Ok, I'm admitting my geekiness on this one, but I had to get something scifi out there, didn't I? And this show actually does have some great creative lessons. This show has a sense of awe for the universe and humanity that gives it scope and makes the viewer feel somehow grand. What I take as the best lesson from this show, (spec fiction writers take note), is that they use non-human characters to explore humanity. The best example of this is Data, brilliantly portrayed by Brent Spiner. Data is an android intrigued by humanity, and he explores human characteristics and what makes someone truly human. Again, this gives the characters and show scope. But it doesn't have to be speculative fiction in order for this principle to work. Think of Ebenezer Scrooge in Christmas Carol; he's an "inhuman" character who finds his humanity. This is what Star Trek does best.

-Lost-

There are so many things to learn from this show. Obviously action/adventure shows like this rely more on plot then on character, but I think I want to start with the latter. Like Frasier and Harry Potter, the main characters like Jack and Kate can often be frustrating and annoying. There are a couple awesome characters (Hurley) but actually, most of the characters on this show are not that memorable, and in all honesty a lot of the acting is just ok. With one ginourmous, incredible exception: Michael Emerson, i.e. Benjamin Linus. Every time he opens his mouth I am blown away. His line delivery and intensity are stunning. But despite my bias towards his superior acting, there are other reasons why I think Benjamin Linus is the best character on the show. It goes back to the moments of poignant humanity thing. As a character, Ben does some awful things, like killing his father and an entire town of people. He is manipulative, dishonest and makes things hard on everyone around him. But here's the thing; he is also very conflicted and confused, emotionally and physically beaten up and tossed aside, desperately lonely and in love. All this, brilliantly portrayed by Michael Emerson, creates one of the richest somewhere-between-villain-and-anti-heroes ever seen on television.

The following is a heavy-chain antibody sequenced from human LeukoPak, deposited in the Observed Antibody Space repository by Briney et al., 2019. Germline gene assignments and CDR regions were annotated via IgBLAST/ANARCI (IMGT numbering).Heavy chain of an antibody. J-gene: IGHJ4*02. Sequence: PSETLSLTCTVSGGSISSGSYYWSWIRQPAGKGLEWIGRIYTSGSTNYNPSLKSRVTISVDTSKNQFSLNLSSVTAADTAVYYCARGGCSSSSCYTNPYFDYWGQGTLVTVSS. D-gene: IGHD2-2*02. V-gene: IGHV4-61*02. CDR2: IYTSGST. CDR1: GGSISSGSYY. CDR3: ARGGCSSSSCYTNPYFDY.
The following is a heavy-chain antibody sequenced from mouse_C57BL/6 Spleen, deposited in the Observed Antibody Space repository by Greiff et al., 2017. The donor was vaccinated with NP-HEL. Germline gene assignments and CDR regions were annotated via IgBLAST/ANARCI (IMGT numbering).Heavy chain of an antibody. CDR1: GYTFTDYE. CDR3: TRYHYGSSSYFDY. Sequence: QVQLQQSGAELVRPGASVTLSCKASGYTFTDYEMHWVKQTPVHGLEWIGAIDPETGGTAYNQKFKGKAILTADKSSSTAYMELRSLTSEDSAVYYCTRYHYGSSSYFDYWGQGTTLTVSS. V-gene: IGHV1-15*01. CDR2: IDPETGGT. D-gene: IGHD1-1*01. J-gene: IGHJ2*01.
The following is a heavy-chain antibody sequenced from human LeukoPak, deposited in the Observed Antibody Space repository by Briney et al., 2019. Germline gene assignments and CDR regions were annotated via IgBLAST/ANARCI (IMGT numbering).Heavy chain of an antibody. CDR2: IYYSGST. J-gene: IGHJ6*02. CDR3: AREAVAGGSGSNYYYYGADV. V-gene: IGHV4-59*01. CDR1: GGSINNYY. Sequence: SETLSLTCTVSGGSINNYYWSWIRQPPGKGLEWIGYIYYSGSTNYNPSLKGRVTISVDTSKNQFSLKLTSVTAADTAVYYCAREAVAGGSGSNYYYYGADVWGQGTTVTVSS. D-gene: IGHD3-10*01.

As for plot, the obvious lesson comes from the season three mistake; because the directors and writers had so much time to stretch out this story, it was stretched out too far. Questions weren't being answered and things weren't moving along. Once they got a deadline and started making things happen again, the show got back to its awesome old self. So never let your story lapse, always keep it clipping along. On a more positive note, the complications and story and intertwining of characters on the show is frankly genius, and just plain awesome. Any book would be made more intriguing with the complex, involved kind of plot that Lost has.

Anyway, there's some of my favorite shows and what creative writers can learn from them. I'm sure I'll be writing about them in the future, but this is a good start.

Hope it helps!
Sarah Allen

Wednesday, December 2, 2009

Quick Meals for Busy Days

Today was one of those days when I could hardly find time even to eat. I'm sure everyone has days like that, or even days when you're in the creative zone and don't want to take too much time away from working even to eat. So for days like that, here's just some quick things I love to eat when I don't have time to make something more substantial.

-Spinach sandwich-drizzle italian dressing on bread, slap on spinach and tomatoes

-Cold cereal

-Yogurt and berries-my favorite is the Light 'n Fit vanilla yogurt. Sometimes I crunch up chex into it too.

-Toast with sugar free blackberry jam

-Bananas and peanut butter

Sort of a random post, but on your crazy days of writing or just plain old business it may help. Have fun with the writing!
Sarah Allen

Tuesday, December 1, 2009

25 Days of Christmas Stories

For as long as I can remember my family has owned this tattered blue folder with 25 Christmas stories and poems inside. The aim is to read one a day until Christmas, as a sort of countdown. It's one of my favorite Christmas traditions.

Now, I can't give you the folder, but here are some sites that have lists of Christmas stories and poems that you can start with, if you're interested:

The Gift of the Magi
Christmas Story List1
Christmas Story List2

Lately, in thinking of this tradition, I have been thinking how fun it would be to write my own 25 Christmas Story anthology. If you like the idea, feel free to steal it and start working on some Christmas tales this month. Here are three ideas that I've come up with so far that you can use as a starting point for your own ideas:

-The Other Reindeer: write a story from one of the non-Rudolph reindeer's perspective. Give all of the reindeer characteristics and challenges and turn them into a story. Its basically reindeer fanfiction :-)

-A Christmas Tragedy: Create a character and show how their Christmas goes terribly wrong. I.e., a single mother of two loses her job and can't afford to buy presents.

-Cross holiday: Take a leaf from Tim Burton's book and combine a couple holidays. I've always wanted to know what Cupid does for Christmas.

Anyway, there are some new ideas for a new month. Enjoy, and good luck!
Sarah Allen